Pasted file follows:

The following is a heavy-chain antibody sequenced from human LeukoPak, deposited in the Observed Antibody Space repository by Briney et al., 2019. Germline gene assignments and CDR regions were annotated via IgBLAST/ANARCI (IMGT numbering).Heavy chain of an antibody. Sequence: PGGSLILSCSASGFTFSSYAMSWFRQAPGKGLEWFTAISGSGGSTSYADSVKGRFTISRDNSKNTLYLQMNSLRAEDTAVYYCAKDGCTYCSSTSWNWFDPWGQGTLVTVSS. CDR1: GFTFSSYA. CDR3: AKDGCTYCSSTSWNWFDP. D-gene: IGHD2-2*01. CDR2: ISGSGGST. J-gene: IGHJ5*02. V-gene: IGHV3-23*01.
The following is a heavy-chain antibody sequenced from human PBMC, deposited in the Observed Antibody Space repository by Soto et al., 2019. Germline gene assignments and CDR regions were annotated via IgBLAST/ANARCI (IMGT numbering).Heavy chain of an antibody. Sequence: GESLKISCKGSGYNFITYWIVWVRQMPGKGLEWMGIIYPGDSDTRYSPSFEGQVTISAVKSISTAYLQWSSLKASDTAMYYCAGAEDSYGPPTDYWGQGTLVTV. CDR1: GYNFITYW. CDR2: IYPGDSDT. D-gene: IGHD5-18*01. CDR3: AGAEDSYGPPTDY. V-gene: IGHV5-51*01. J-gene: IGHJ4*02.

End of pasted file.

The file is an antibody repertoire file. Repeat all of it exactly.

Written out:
The following is a heavy-chain antibody sequenced from human LeukoPak, deposited in the Observed Antibody Space repository by Briney et al., 2019. Germline gene assignments and CDR regions were annotated via IgBLAST/ANARCI (IMGT numbering).Heavy chain of an antibody. Sequence: PGGSLILSCSASGFTFSSYAMSWFRQAPGKGLEWFTAISGSGGSTSYADSVKGRFTISRDNSKNTLYLQMNSLRAEDTAVYYCAKDGCTYCSSTSWNWFDPWGQGTLVTVSS. CDR1: GFTFSSYA. CDR3: AKDGCTYCSSTSWNWFDP. D-gene: IGHD2-2*01. CDR2: ISGSGGST. J-gene: IGHJ5*02. V-gene: IGHV3-23*01.
The following is a heavy-chain antibody sequenced from human PBMC, deposited in the Observed Antibody Space repository by Soto et al., 2019. Germline gene assignments and CDR regions were annotated via IgBLAST/ANARCI (IMGT numbering).Heavy chain of an antibody. Sequence: GESLKISCKGSGYNFITYWIVWVRQMPGKGLEWMGIIYPGDSDTRYSPSFEGQVTISAVKSISTAYLQWSSLKASDTAMYYCAGAEDSYGPPTDYWGQGTLVTV. CDR1: GYNFITYW. CDR2: IYPGDSDT. D-gene: IGHD5-18*01. CDR3: AGAEDSYGPPTDY. V-gene: IGHV5-51*01. J-gene: IGHJ4*02.